LONDON (Reuters) - Google has agreed to settle an intellectual property claim brought by serial inventor Judah Klausner, who has won settlements in the past from Apple, Skype and LG Electronics, Klausner said on Monday.
The dispute concerned patents that Klausner holds covering so-called visual voicemail, which makes voicemail work more like email by sending visual alerts of voice messages to computers or phones, allowing users to selectively retrieve the messages.
Visual voicemail is a key feature of many of the latest touchscreen phones on the market, including Apple’s iPhone. New York-based Klausner holds several patents relating to the technology in the United States, Europe and Asia.
Klausner grabbed the attention of the mobile phone industry in late 2007 when his company, privately held Klausner Technologies Inc, sued Apple and six other companies for $360 million for violating patents on visual voicemail technology.
Klausner declined to comment on Monday on the terms of the deal with Google, but said the Internet giant was now free to use the technology.
“Google has a license to Klausner’s visual voicemail patents,” he told Reuters by telephone.
As part of the deal, Klausner’s lawsuit against Google has been dismissed with prejudice, meaning that the issues cannot be later revived in court action between the two parties.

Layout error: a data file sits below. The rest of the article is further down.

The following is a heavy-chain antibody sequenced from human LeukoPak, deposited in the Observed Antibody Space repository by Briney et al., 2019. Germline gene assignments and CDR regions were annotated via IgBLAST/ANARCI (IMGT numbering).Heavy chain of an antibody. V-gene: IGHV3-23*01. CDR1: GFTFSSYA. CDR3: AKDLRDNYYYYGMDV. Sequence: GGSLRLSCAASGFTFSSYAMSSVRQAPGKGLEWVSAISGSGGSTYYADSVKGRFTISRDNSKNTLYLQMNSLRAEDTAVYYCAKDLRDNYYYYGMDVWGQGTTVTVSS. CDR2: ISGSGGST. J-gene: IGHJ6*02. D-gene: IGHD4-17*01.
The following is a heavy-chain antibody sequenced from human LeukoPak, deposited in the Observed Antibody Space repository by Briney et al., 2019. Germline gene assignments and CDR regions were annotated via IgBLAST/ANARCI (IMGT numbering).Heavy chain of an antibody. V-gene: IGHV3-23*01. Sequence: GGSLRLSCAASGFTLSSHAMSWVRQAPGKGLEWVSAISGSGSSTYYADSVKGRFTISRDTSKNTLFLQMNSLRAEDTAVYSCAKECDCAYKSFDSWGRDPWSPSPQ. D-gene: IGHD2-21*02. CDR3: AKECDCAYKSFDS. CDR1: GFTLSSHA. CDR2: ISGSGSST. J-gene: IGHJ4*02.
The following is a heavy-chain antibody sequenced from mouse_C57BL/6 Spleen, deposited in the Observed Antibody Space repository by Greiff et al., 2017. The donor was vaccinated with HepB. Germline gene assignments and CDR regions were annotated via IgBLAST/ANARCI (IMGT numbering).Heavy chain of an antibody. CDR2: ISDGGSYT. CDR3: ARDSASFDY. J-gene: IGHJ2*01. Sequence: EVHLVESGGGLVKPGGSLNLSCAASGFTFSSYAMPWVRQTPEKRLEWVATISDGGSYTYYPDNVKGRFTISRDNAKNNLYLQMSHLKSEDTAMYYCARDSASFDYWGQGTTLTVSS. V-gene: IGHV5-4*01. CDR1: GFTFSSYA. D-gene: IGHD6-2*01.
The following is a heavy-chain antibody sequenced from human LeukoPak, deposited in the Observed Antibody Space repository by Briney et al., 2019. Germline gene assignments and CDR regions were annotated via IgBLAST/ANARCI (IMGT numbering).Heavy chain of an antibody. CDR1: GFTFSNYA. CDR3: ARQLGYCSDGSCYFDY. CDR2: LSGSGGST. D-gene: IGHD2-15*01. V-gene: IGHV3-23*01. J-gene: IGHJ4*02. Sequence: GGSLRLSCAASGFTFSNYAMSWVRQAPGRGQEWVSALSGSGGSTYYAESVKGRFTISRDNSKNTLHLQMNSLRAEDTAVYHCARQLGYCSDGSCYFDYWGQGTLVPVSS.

Google owns two types of services that could be broadly affected by Klausner’s patents.
It offers Web-based phone services through a start-up it acquired, Grand Central, and it has also built the Android open software platform for smartphones, which it has licensed to companies including T-Mobile and Vodafone.
Klausner did not say to what degree the agreement covered Android software when it was sublicensed by other parties.
Separately, Klausner said T-Mobile had agreed to license his European visual voicemail patents in 17 European countries. The agreement covers a new visual voicemail service that T-Mobile’s German unit announced at the CeBIT IT trade fair last week.
Klausner has never had a legal dispute with T-Mobile.
The deal would result in the first time a European operator has licensed visual voicemail technology for a mobile phone other than the iPhone.
A T-Mobile spokesman said: “We want to offer what currently has a working title of ‘visual mobile box’ to all our customers, not just those using the iPhone, for example.”
“The visual mobile box will be available in Germany soon, definitely in the first half of the year,” he said. “The application will be available on all phones that have the hardware to support it.”
Klausner licensed patents on personal electronic organizers, for example for address books, to Japanese consumer electronics makers in the 1970s and 80s. His company is currently working on patents for turning cellphones into movie or video projectors.
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